She started her career at 78...
Amazingly, Grandma Moses did not pick up a paintbrush until she was 78. She began painting rural life and New England landscapes, never painting parts of modern day life such as telephone poles and tractors in her works. Although she had never seen his works, some critics drew similarities between her style and that of Pieter Bruegel the Elder.
And was named Mademoiselle magazine's ''Young Woman of the Year'' at the age of 88
In 1948 Grandma Moses was listed as one of Mademoiselle magazine's ''Young Woman of the Year.'' She received the accolade alongside interior decorator Dorothy Q. Noyes and economist Barbara Ward. The title was awarded to 10 women annually, with Grandmas Moses winning it for her ''flourishing young career and the youth of her spirit.''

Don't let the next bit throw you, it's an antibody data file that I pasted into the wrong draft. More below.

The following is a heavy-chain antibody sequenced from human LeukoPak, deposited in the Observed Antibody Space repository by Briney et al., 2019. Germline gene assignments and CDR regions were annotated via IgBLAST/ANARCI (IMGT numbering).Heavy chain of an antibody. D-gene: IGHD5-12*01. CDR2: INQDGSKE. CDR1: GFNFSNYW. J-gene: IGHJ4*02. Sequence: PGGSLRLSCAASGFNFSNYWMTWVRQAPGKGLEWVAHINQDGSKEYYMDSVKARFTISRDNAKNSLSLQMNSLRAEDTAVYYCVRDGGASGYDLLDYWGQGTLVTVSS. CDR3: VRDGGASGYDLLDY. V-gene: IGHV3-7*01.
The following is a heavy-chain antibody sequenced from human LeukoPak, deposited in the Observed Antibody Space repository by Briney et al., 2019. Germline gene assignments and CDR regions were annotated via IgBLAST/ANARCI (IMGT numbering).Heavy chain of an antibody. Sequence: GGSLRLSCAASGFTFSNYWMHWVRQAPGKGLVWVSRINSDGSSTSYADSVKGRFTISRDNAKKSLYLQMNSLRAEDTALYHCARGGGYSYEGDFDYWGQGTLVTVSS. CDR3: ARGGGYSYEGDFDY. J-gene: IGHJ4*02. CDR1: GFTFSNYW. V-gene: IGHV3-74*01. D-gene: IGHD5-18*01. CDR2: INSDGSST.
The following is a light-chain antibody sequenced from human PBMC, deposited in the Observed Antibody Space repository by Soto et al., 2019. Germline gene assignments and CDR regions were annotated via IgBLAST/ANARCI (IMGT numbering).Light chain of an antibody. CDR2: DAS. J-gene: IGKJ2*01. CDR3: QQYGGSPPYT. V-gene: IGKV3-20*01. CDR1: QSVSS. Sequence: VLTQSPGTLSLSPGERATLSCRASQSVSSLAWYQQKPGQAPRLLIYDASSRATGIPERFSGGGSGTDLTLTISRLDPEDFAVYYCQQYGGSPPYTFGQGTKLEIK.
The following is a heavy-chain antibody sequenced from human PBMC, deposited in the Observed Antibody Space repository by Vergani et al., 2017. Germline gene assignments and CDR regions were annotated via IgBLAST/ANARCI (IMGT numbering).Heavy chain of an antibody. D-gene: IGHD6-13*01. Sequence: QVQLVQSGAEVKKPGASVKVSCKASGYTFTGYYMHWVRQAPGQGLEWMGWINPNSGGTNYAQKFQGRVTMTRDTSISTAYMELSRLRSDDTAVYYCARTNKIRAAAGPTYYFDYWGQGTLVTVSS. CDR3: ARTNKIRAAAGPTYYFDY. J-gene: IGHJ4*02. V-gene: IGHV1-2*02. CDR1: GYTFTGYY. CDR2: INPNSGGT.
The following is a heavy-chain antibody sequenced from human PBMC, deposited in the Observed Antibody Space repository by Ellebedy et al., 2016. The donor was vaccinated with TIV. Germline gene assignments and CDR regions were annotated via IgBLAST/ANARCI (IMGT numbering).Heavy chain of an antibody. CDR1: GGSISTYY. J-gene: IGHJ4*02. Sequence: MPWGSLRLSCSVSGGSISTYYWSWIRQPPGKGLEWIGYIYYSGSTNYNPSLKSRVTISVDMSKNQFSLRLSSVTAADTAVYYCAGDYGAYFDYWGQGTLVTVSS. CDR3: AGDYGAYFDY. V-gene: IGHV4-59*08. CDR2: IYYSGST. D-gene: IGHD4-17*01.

Her paintings were sold for at little as £2...
Grandma Moses painted over 1 500 works in three decades. She began by charging around £2 to £4 for a painting, as her works grew in popularity this increased to £6 000-8 000.
Her most expensive art work ever sold was
Sugaring Off, 1929, which sold at Christie's New York on December 1, 2010, for £195 100 ($254 500.) Paintings such as Sugaring Off depicted Moses' belief that men, women and children all had a role in their daily work as a community. Check out more realised prices for Grandma Moses here.
Her and Norman Rockwell were BFF
Norman Rockwell and Grandma Moses were friends who lived over the Vermont-New York state border from each other. Grandma Moses appears in Rockwell's Christmas Homecoming, which was used as the cover for The Saturday Evening Post on 25th December, 1948.
One of her paintings hangs in The White House
Grandma Moses' Fourth of July is owned by The White House. The work was used on a U.S. commemorative stamp that was issued in her honor in 1969.
Work by Grandma Moses will be part of Skinner's Fine Paintings & Sculpture on 23rd September. Check out the full catalogue here.